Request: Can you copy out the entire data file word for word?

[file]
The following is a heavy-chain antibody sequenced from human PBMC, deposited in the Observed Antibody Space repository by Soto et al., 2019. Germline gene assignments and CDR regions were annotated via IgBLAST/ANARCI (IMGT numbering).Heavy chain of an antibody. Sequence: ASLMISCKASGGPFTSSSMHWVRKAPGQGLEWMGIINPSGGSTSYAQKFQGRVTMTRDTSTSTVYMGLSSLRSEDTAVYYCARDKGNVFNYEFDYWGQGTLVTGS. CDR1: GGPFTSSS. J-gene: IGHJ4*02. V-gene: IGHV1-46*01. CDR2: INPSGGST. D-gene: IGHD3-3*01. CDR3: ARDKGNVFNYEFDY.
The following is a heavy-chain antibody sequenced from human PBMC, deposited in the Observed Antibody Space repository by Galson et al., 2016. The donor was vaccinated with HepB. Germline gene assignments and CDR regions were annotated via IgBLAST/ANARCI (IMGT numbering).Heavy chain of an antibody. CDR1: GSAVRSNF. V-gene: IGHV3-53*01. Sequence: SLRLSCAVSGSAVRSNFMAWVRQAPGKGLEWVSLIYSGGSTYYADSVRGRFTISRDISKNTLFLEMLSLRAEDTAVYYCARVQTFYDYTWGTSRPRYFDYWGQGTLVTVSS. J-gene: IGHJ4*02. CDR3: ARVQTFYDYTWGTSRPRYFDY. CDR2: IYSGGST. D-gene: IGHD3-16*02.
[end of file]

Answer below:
The following is a heavy-chain antibody sequenced from human PBMC, deposited in the Observed Antibody Space repository by Soto et al., 2019. Germline gene assignments and CDR regions were annotated via IgBLAST/ANARCI (IMGT numbering).Heavy chain of an antibody. Sequence: ASLMISCKASGGPFTSSSMHWVRKAPGQGLEWMGIINPSGGSTSYAQKFQGRVTMTRDTSTSTVYMGLSSLRSEDTAVYYCARDKGNVFNYEFDYWGQGTLVTGS. CDR1: GGPFTSSS. J-gene: IGHJ4*02. V-gene: IGHV1-46*01. CDR2: INPSGGST. D-gene: IGHD3-3*01. CDR3: ARDKGNVFNYEFDY.
The following is a heavy-chain antibody sequenced from human PBMC, deposited in the Observed Antibody Space repository by Galson et al., 2016. The donor was vaccinated with HepB. Germline gene assignments and CDR regions were annotated via IgBLAST/ANARCI (IMGT numbering).Heavy chain of an antibody. CDR1: GSAVRSNF. V-gene: IGHV3-53*01. Sequence: SLRLSCAVSGSAVRSNFMAWVRQAPGKGLEWVSLIYSGGSTYYADSVRGRFTISRDISKNTLFLEMLSLRAEDTAVYYCARVQTFYDYTWGTSRPRYFDYWGQGTLVTVSS. J-gene: IGHJ4*02. CDR3: ARVQTFYDYTWGTSRPRYFDY. CDR2: IYSGGST. D-gene: IGHD3-16*02.